Moore's Law Radio : Wi-Fi Digital radio

Are Analog Circuits on their way out?? Granted, nature is analog and so, too, are the circuits that drive wireless communication. But analog devices are generally harder to miniaturize and have slowly been ceding ground to digital components.

An experimental new radio chip developed by Intel could signal that the trend is accelerating. The new radio, a Wi-Fi transceiver that Intel says is constructed mostly of digital components, debuted in September at the company's annual developer forum in San Fransisco. Intel calls the technology a "Moore's Law radio," for its potential to take advantage of digital circuitry's famed miniaturization trend.

Ultimately the technology could lead to smaller, slimmer portable devices, by integrating a smartphones radio and processors on a single sliver of silicon. But when that will happen and what sort of impact it will have on products is still unclear.

There's a good reason why this chipmaker's fantasy of an essentially single-chip smartphone has yet to be realized.Radio-frequency circuits are especially sensitive to design changes, and properties of analog components like inductor's don't improve as the devices get smaller. As a result analog chip's tend to lag behind there all digital counter-parts by a couple of manufacturing process generations, which means that there features are much less fine.

Transforming analog radios-or at least some of their components - into digital radios could potentially bridge that gap. And over the years, digital circuits have taken over a bit more over the analog realm. The poster child for this trend is the phase-locked loop, a core signal-processing circuit that is now constructed from digital components.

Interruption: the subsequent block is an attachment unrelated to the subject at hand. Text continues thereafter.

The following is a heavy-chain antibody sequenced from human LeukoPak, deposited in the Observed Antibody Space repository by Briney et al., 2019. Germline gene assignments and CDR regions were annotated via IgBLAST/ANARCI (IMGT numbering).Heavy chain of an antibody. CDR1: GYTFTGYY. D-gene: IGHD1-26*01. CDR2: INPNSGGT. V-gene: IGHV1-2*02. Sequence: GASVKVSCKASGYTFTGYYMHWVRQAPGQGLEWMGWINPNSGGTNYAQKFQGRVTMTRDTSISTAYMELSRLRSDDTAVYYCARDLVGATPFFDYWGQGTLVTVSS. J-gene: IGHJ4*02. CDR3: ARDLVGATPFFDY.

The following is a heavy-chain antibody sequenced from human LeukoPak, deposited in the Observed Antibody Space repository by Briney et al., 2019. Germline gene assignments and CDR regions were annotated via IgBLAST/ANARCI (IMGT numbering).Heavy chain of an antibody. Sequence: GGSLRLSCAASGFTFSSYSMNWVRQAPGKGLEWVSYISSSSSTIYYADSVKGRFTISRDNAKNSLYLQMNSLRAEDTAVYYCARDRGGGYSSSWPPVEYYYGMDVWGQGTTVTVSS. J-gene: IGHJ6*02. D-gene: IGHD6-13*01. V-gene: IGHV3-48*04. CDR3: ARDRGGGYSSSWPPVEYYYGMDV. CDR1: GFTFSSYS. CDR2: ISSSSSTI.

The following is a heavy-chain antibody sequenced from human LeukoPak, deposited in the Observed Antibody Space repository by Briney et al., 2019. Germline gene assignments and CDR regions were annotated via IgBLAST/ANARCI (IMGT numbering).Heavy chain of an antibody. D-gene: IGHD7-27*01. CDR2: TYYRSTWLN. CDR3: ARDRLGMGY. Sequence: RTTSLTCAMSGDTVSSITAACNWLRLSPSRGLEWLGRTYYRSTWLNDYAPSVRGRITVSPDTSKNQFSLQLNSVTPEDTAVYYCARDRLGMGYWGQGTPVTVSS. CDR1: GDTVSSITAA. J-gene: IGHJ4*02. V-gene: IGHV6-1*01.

To make its Wi-Fi transceiver, Intel says it had to go back to the basics mathematics of Radio communications. "Its not just the replacement of analog components," says Yorgos Palaskas, who leads Intel's radio Integration lab. 'It has to be done differently".

Intel's new Wi-Fi radio isn't entirely digital yet. Some components are still analog. Intel made an impression when it presented details on core components of the radio at the IEEE International Solid state circuits.Intel's radio could potentially play well alongside the more advanced digital processor for today's smartphones.

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